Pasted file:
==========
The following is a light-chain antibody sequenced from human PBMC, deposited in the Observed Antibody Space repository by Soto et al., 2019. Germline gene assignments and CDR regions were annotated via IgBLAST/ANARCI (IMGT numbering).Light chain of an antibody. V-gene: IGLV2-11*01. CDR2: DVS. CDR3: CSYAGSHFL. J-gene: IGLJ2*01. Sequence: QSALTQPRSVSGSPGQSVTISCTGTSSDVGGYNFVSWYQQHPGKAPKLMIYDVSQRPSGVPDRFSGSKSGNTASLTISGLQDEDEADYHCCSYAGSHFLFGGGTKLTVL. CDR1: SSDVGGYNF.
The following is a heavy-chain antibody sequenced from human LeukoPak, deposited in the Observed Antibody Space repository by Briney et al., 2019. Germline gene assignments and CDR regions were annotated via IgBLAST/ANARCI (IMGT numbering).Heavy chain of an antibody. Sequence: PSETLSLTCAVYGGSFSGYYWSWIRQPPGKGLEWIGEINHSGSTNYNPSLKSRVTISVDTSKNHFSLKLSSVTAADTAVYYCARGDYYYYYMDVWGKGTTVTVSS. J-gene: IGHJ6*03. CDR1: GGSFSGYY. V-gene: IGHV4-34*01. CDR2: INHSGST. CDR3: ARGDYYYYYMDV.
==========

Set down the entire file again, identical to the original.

The following is a light-chain antibody sequenced from human PBMC, deposited in the Observed Antibody Space repository by Soto et al., 2019. Germline gene assignments and CDR regions were annotated via IgBLAST/ANARCI (IMGT numbering).Light chain of an antibody. V-gene: IGLV2-11*01. CDR2: DVS. CDR3: CSYAGSHFL. J-gene: IGLJ2*01. Sequence: QSALTQPRSVSGSPGQSVTISCTGTSSDVGGYNFVSWYQQHPGKAPKLMIYDVSQRPSGVPDRFSGSKSGNTASLTISGLQDEDEADYHCCSYAGSHFLFGGGTKLTVL. CDR1: SSDVGGYNF.
The following is a heavy-chain antibody sequenced from human LeukoPak, deposited in the Observed Antibody Space repository by Briney et al., 2019. Germline gene assignments and CDR regions were annotated via IgBLAST/ANARCI (IMGT numbering).Heavy chain of an antibody. Sequence: PSETLSLTCAVYGGSFSGYYWSWIRQPPGKGLEWIGEINHSGSTNYNPSLKSRVTISVDTSKNHFSLKLSSVTAADTAVYYCARGDYYYYYMDVWGKGTTVTVSS. J-gene: IGHJ6*03. CDR1: GGSFSGYY. V-gene: IGHV4-34*01. CDR2: INHSGST. CDR3: ARGDYYYYYMDV.